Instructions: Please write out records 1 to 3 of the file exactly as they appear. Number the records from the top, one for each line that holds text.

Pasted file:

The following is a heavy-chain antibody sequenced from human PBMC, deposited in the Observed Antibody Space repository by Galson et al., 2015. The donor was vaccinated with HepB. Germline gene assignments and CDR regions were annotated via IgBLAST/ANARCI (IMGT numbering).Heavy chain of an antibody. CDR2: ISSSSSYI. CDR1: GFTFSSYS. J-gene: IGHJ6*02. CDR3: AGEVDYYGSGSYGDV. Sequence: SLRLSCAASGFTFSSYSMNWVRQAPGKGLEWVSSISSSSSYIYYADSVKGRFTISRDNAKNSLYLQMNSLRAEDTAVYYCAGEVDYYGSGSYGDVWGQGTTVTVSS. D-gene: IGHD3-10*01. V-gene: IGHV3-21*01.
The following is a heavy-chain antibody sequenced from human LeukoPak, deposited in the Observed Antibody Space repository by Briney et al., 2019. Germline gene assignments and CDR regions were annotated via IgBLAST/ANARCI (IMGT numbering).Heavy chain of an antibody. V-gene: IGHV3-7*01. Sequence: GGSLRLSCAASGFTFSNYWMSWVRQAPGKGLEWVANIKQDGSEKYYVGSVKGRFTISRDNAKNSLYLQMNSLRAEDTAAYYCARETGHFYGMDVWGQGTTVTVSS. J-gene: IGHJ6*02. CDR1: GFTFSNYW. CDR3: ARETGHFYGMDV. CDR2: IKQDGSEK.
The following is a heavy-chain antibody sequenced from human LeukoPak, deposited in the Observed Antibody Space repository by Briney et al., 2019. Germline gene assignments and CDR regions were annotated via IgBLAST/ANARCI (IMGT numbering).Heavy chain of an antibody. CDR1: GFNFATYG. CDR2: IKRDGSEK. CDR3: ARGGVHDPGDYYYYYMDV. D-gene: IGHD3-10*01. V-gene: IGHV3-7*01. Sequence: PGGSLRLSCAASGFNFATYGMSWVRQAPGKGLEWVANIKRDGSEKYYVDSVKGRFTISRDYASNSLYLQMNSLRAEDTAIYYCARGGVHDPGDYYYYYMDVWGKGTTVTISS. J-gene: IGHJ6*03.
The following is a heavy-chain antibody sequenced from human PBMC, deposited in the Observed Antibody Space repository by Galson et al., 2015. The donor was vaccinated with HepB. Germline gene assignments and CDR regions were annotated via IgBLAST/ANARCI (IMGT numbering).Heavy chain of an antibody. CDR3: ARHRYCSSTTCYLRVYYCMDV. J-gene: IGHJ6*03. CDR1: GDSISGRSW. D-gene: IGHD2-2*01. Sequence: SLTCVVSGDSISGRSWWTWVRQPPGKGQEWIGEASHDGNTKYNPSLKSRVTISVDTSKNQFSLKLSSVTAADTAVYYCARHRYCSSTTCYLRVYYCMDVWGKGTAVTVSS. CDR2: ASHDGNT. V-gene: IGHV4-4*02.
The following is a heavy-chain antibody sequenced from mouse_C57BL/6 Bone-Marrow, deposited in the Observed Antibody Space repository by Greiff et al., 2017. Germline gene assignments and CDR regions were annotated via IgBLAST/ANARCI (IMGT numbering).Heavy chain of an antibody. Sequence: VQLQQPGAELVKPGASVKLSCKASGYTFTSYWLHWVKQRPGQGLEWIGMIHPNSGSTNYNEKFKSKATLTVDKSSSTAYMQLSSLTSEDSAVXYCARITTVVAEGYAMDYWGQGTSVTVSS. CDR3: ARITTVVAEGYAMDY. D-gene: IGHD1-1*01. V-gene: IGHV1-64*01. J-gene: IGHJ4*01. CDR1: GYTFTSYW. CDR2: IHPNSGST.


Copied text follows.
The following is a heavy-chain antibody sequenced from human PBMC, deposited in the Observed Antibody Space repository by Galson et al., 2015. The donor was vaccinated with HepB. Germline gene assignments and CDR regions were annotated via IgBLAST/ANARCI (IMGT numbering).Heavy chain of an antibody. CDR2: ISSSSSYI. CDR1: GFTFSSYS. J-gene: IGHJ6*02. CDR3: AGEVDYYGSGSYGDV. Sequence: SLRLSCAASGFTFSSYSMNWVRQAPGKGLEWVSSISSSSSYIYYADSVKGRFTISRDNAKNSLYLQMNSLRAEDTAVYYCAGEVDYYGSGSYGDVWGQGTTVTVSS. D-gene: IGHD3-10*01. V-gene: IGHV3-21*01.
The following is a heavy-chain antibody sequenced from human LeukoPak, deposited in the Observed Antibody Space repository by Briney et al., 2019. Germline gene assignments and CDR regions were annotated via IgBLAST/ANARCI (IMGT numbering).Heavy chain of an antibody. V-gene: IGHV3-7*01. Sequence: GGSLRLSCAASGFTFSNYWMSWVRQAPGKGLEWVANIKQDGSEKYYVGSVKGRFTISRDNAKNSLYLQMNSLRAEDTAAYYCARETGHFYGMDVWGQGTTVTVSS. J-gene: IGHJ6*02. CDR1: GFTFSNYW. CDR3: ARETGHFYGMDV. CDR2: IKQDGSEK.
The following is a heavy-chain antibody sequenced from human LeukoPak, deposited in the Observed Antibody Space repository by Briney et al., 2019. Germline gene assignments and CDR regions were annotated via IgBLAST/ANARCI (IMGT numbering).Heavy chain of an antibody. CDR1: GFNFATYG. CDR2: IKRDGSEK. CDR3: ARGGVHDPGDYYYYYMDV. D-gene: IGHD3-10*01. V-gene: IGHV3-7*01. Sequence: PGGSLRLSCAASGFNFATYGMSWVRQAPGKGLEWVANIKRDGSEKYYVDSVKGRFTISRDYASNSLYLQMNSLRAEDTAIYYCARGGVHDPGDYYYYYMDVWGKGTTVTISS. J-gene: IGHJ6*03.